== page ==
Although the stats in the graphs are on the rise in both cases, the statistical significance has to be validated scientifically. For this reason, the t-test method will be used in this research in order to extract safe scientific conclusions. The t-test (also called Student’s T-Test) compares two averages (means) and estimates if they differ statistically. The t-test also explains how significant the difference is, if they could have happened by chance or not. During this scientific process, the two-tailed unequal variance of the players’ samples, before and after the Footbonaut practice, will be compared so as the p-value can be calculated (Statistics: How to, 2016). The p-value is the evidence against a null hypothesis (Ho: m1 = m2). It is used in hypothesis testing and conduces to the approval or the rejection of a null.

For the purposes of this research, the confident level is defined in 90%. The p-value result for the pass accuracy development of Dortmund players is 0.081, which means that the confident level is 91.2%. The statistical significance is validated, so it is confirmed that Footbonaut practice had an important impact on the players’ passing performance. This does not apply to the other two main categories. The p-value result is 0.36 for the key-passes per match and 0.42 for the annual assist production. Both values are rejected as the confident level is less than 90% and the difference is not statistical significant.

Consequently, Hoffenheim’s samples were analyzed by the same value of confident level. In this case, the findings are unforeseeable. The p-value result for the pass accuracy development is 0.18 and the confident level is inevitably not significant. By the same token, Footbonaut’s influence is not imprinted in the other two main categories, too. The p-value result for the key-passes pre-match is 0.34 and for the annual assist production is 0.28, defining the results not significant.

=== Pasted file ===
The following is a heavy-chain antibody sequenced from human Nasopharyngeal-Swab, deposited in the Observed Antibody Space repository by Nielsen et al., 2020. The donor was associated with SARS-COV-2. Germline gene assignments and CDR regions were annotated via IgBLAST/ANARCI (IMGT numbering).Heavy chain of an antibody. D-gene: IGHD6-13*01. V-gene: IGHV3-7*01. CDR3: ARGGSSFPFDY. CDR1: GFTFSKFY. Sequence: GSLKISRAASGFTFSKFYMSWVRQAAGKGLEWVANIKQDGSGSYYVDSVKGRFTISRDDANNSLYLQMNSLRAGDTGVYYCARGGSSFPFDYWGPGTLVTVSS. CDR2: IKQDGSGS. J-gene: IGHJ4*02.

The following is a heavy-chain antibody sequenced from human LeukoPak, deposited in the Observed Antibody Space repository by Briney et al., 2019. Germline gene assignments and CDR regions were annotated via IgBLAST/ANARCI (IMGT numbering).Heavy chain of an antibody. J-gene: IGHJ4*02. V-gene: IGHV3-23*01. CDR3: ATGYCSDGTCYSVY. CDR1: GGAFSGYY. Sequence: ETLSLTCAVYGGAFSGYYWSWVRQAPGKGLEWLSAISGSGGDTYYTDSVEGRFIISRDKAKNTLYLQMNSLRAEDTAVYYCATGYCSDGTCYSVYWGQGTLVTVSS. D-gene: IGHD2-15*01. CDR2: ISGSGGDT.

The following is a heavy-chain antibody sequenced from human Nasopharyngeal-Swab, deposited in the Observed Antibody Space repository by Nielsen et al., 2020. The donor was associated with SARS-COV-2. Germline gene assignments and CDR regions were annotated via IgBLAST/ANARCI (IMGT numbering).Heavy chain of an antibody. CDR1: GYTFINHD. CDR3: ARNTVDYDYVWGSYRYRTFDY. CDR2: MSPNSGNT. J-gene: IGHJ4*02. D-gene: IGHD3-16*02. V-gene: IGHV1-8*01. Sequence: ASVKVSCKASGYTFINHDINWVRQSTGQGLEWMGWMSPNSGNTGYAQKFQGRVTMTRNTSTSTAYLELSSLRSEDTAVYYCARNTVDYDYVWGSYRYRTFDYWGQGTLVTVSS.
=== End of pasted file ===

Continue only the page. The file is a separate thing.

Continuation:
From scientific point of view, the Footbonaut practice seems to have very little influence in the players’ development. Even though, there are two factors which have to be assumed. The first one is that this innovative training method is an individual passing practice. Each player develops himself in different rhythm than the others do. The second one is the level of competition. The t-test method proved that the progress of Hoffenheim players is not significant in key-passes and in assist per season, but it is more significant than Dortmund’s players. By realizing the initial difference of potential between Dortmund and Hoffenheim then and now, the size of progress of the second can be perceived.

Footbonaut is a very small sign that football tries to follow the technological and innovative trend, as the scientific services are being developed. There are many sectors which the scientists have to evolve for turning Footbonaut into an effective tool. A training football tool that could help both the clubs and the players to be improved through edifying and alternative work, by leading to beneficial results for all sides.


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Data oriented innovation constitutes half of the most amazing parts in my everyday life. The love and the obsession for sports constitute the other half. In Statathlon, I have found a unique opportunity to combine my passions through research, in order to change the way most people perceive athletism on the whole.